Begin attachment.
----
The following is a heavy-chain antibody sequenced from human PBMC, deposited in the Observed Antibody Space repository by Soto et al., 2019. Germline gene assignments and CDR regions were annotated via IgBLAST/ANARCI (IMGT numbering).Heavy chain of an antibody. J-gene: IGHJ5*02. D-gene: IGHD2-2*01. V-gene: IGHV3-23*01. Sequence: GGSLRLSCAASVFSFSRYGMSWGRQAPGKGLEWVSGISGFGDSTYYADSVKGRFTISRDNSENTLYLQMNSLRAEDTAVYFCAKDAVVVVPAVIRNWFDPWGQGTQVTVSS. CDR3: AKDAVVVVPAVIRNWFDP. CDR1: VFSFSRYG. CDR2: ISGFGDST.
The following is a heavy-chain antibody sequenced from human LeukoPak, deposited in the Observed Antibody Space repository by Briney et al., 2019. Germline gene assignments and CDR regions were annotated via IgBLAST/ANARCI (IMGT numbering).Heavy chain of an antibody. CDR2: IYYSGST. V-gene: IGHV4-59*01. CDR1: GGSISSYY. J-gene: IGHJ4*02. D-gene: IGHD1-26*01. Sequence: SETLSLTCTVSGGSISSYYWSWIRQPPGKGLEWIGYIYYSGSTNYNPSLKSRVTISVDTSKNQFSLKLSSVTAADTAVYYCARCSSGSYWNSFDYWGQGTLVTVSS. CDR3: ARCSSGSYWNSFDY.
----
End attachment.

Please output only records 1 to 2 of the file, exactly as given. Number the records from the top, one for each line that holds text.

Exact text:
The following is a heavy-chain antibody sequenced from human PBMC, deposited in the Observed Antibody Space repository by Soto et al., 2019. Germline gene assignments and CDR regions were annotated via IgBLAST/ANARCI (IMGT numbering).Heavy chain of an antibody. J-gene: IGHJ5*02. D-gene: IGHD2-2*01. V-gene: IGHV3-23*01. Sequence: GGSLRLSCAASVFSFSRYGMSWGRQAPGKGLEWVSGISGFGDSTYYADSVKGRFTISRDNSENTLYLQMNSLRAEDTAVYFCAKDAVVVVPAVIRNWFDPWGQGTQVTVSS. CDR3: AKDAVVVVPAVIRNWFDP. CDR1: VFSFSRYG. CDR2: ISGFGDST.
The following is a heavy-chain antibody sequenced from human LeukoPak, deposited in the Observed Antibody Space repository by Briney et al., 2019. Germline gene assignments and CDR regions were annotated via IgBLAST/ANARCI (IMGT numbering).Heavy chain of an antibody. CDR2: IYYSGST. V-gene: IGHV4-59*01. CDR1: GGSISSYY. J-gene: IGHJ4*02. D-gene: IGHD1-26*01. Sequence: SETLSLTCTVSGGSISSYYWSWIRQPPGKGLEWIGYIYYSGSTNYNPSLKSRVTISVDTSKNQFSLKLSSVTAADTAVYYCARCSSGSYWNSFDYWGQGTLVTVSS. CDR3: ARCSSGSYWNSFDY.